Under the Dome delivers a review of the issues being considered by the 85th West
Virginia Legislature of West Virginia. It provides information on matters that
affect WVU and higher education. This edition provides an update on the first week
of the legislative session, Governor Justice’s State of the State address and several
high-profile bills introduced during the first few days of session.
State of the State
Wednesday, Feb. 10, was the opening day of the regular session of the Legislature when West Virginia Governor Jim Justice delivered his fifth State of the State address. In the speech, he outlined several proposals he would be pursuing.
On personal income tax, an issue that has received a lot of attention as the Legislature gaveled into session, Governor Justice indicated his support for a proposal that would cut the personal income tax in half initially and then phase it out over a certain period of time while also raising additional revenue elsewhere.
The governor said he would be submitting a plan to raise the sales tax by 1.5%; remove the sales tax exemption for certain goods and professional services; tier taxes on coal, oil and natural gas; raise the tobacco and soda taxes; as well as creating a new wealth tax for high earners and reducing approximately $25 million in spending.
The personal income tax accounts for roughly $2.1 billion in revenue of the $4.3 billion State budget.
Governor Justice also said that he would be introducing a flat budget with spending exactly the same as last year’s budget, and indicated he also would support keeping a flat budget in place for the next two fiscal years.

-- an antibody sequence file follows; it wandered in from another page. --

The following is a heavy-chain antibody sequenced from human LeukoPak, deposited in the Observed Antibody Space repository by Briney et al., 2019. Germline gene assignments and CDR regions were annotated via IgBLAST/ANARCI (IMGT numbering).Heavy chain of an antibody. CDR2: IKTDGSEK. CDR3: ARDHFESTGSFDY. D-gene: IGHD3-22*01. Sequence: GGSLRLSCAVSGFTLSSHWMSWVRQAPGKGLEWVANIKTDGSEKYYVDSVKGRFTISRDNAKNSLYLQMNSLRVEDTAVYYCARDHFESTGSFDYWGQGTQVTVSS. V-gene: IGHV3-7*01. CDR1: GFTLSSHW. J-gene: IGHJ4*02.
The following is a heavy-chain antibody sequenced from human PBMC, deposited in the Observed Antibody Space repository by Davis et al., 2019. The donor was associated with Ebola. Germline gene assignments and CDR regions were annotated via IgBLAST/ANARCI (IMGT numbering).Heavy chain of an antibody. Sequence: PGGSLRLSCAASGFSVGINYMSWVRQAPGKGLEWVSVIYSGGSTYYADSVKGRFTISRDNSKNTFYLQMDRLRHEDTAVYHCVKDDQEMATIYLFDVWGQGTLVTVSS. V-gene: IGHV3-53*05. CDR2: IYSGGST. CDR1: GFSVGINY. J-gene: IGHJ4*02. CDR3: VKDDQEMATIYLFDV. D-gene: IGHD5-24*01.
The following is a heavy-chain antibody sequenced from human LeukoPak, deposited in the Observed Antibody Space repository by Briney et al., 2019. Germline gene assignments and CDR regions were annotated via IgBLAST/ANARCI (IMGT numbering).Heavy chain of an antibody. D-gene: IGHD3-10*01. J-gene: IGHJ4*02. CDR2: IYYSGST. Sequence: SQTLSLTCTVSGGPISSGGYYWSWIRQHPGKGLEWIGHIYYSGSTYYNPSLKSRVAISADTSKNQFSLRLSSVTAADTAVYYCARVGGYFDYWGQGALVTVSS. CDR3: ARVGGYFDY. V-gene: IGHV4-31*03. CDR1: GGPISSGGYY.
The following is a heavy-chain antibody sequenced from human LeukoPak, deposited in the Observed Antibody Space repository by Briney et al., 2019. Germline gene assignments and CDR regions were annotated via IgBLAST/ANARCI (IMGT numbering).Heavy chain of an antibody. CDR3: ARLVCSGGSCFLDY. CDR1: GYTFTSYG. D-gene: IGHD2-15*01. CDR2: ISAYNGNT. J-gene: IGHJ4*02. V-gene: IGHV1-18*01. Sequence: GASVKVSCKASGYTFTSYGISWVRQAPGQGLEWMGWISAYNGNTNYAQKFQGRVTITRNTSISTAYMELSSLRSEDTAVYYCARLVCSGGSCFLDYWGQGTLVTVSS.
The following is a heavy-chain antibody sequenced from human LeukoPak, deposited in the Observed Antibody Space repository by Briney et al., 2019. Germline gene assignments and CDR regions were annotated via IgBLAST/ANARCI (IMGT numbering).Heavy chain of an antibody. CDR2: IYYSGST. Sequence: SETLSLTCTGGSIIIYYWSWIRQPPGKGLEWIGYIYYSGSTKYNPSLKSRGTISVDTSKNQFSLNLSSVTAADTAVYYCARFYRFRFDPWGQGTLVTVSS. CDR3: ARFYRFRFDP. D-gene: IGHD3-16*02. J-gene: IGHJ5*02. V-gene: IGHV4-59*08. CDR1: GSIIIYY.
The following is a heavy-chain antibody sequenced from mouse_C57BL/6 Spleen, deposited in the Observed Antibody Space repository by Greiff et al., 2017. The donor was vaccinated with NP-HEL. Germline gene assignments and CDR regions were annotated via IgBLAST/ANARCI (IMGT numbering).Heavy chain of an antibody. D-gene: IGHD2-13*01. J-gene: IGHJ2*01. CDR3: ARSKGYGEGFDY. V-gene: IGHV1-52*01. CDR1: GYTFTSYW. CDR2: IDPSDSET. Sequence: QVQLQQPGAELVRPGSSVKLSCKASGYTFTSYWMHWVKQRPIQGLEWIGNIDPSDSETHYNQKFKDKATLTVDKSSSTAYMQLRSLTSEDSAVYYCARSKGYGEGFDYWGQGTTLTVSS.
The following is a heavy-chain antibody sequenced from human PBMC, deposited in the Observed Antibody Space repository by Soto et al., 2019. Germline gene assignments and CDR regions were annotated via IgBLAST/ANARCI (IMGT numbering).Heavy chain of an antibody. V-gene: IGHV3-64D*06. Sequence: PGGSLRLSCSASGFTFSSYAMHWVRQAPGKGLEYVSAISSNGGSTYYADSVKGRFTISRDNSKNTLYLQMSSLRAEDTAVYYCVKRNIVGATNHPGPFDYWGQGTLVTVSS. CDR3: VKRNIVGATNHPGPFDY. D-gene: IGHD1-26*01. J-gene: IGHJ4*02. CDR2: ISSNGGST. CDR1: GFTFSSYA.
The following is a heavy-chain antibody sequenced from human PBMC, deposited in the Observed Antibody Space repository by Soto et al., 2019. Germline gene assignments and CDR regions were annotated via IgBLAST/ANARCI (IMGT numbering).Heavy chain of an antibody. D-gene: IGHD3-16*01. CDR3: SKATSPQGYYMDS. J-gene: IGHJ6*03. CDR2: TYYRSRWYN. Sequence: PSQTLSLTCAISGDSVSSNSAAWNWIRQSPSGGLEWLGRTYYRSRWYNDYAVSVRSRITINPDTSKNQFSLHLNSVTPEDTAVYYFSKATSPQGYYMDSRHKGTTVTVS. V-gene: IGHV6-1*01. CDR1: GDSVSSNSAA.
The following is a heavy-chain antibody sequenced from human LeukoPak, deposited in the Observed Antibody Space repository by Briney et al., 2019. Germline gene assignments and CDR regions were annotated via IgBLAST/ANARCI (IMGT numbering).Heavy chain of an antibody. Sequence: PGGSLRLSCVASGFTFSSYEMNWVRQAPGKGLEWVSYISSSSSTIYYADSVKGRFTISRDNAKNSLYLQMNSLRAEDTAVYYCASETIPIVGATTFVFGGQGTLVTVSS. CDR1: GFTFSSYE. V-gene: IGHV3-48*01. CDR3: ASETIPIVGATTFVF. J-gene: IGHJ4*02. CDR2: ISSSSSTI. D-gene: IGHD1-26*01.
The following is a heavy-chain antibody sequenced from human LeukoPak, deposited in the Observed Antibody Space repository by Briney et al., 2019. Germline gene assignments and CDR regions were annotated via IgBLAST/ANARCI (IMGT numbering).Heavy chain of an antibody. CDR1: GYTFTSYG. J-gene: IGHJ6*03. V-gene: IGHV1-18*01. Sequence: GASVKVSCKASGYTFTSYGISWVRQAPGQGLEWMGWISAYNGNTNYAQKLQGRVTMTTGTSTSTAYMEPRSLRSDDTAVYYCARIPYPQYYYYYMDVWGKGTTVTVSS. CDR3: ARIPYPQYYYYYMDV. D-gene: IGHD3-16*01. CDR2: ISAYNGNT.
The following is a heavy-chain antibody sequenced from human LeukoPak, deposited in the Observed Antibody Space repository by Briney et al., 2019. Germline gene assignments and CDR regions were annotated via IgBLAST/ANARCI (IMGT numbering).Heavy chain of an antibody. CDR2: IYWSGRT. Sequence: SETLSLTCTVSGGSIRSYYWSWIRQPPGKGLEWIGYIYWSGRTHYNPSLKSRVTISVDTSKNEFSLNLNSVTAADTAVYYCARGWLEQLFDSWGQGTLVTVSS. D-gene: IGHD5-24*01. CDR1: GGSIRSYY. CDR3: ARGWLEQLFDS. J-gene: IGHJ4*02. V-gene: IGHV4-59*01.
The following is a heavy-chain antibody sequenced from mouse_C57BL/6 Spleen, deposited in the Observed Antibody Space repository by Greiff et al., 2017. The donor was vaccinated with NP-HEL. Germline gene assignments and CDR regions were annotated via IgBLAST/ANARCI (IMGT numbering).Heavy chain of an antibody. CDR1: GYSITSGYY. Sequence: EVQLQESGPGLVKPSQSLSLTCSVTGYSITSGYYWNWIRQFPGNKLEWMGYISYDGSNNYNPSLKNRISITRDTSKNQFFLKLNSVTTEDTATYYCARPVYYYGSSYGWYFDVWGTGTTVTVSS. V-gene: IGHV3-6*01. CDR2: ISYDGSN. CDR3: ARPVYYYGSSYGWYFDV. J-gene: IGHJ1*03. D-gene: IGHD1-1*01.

The governor also proposed elevating the Development Office and Tourism Office to cabinet-level positions in his administration. Two bills have already been introduced to do just that.
Justice also indicated his support for the intermediate court of appeals. He applauded efforts to attract new workers to West Virginia, specifically citing the $25 million gift from Brad and Alys Smith and the remote worker program being coordinated by WVU and the Tourism Office.
A major focus of this year’s legislative session will be broadband. HB 2002, which is co-sponsored by Monongalia County Delegate Joe Statler, would seek to remove any current regulation that impedes fiber installation and permits using other types of infrastructure for deployment and installation of the service.
Three bills have been introduced that would affect the soft drink tax. WVU receives approximately $14 million a year from this tax, which goes to Health Sciences for the maintenance and operation of the dental, nursing and medical schools.
HB 2301, sponsored by Delegates Geoff Foster (R-Putnam) and Joe Jeffries (R-Putnam), would repeal the soft drink tax.
SB 278, sponsored by Senators Dave Sypolt (R-Preston) and Randy Smith (R-Tucker), would redirect the soft drink tax from WVU to county governments for law enforcement services.HB 2140, sponsored by Delegates Tony Paynter (R-Wyoming), Pat McGeehan (R-Hancock) and Carl Martin (R-Upshur), would redirect the soft drink tax from WVU to PEIA.
The government relations team will monitor these bills and any other bill that would affect the soft drink tax.
SB 246 would allow licensed employees and students to carry a concealed weapon on the campus of a public higher education institution. The bill is the same as the bill that passed the House and failed in the Senate Judiciary Committee in 2019.
As we stated during the debate in 2019, the University does not support this bill. We maintain that, in matters relating to campuses across the WVU System, the Board of Governors is in the best position to make decisions. The University has consistently indicated it prefers current law and local control as it relates to this issue.
The government relations team will continue to monitor this bill and any other bills that would permit guns on campus.
More than 700 bills have already been introduced during the 2021 regular session.
Bills being followed by our government relations team and of most interest to the University include:(House)